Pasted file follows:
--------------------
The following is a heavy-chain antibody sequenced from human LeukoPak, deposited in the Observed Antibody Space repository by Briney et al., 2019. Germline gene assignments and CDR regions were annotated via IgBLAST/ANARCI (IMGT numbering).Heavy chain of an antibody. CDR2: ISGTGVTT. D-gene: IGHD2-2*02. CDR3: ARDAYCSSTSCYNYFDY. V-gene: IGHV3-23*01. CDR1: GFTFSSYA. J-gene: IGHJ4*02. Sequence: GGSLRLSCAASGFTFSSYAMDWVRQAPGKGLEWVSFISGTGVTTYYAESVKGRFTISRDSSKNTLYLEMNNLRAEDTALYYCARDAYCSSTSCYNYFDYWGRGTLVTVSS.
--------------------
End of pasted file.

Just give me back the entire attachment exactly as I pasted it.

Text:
The following is a heavy-chain antibody sequenced from human LeukoPak, deposited in the Observed Antibody Space repository by Briney et al., 2019. Germline gene assignments and CDR regions were annotated via IgBLAST/ANARCI (IMGT numbering).Heavy chain of an antibody. CDR2: ISGTGVTT. D-gene: IGHD2-2*02. CDR3: ARDAYCSSTSCYNYFDY. V-gene: IGHV3-23*01. CDR1: GFTFSSYA. J-gene: IGHJ4*02. Sequence: GGSLRLSCAASGFTFSSYAMDWVRQAPGKGLEWVSFISGTGVTTYYAESVKGRFTISRDSSKNTLYLEMNNLRAEDTALYYCARDAYCSSTSCYNYFDYWGRGTLVTVSS.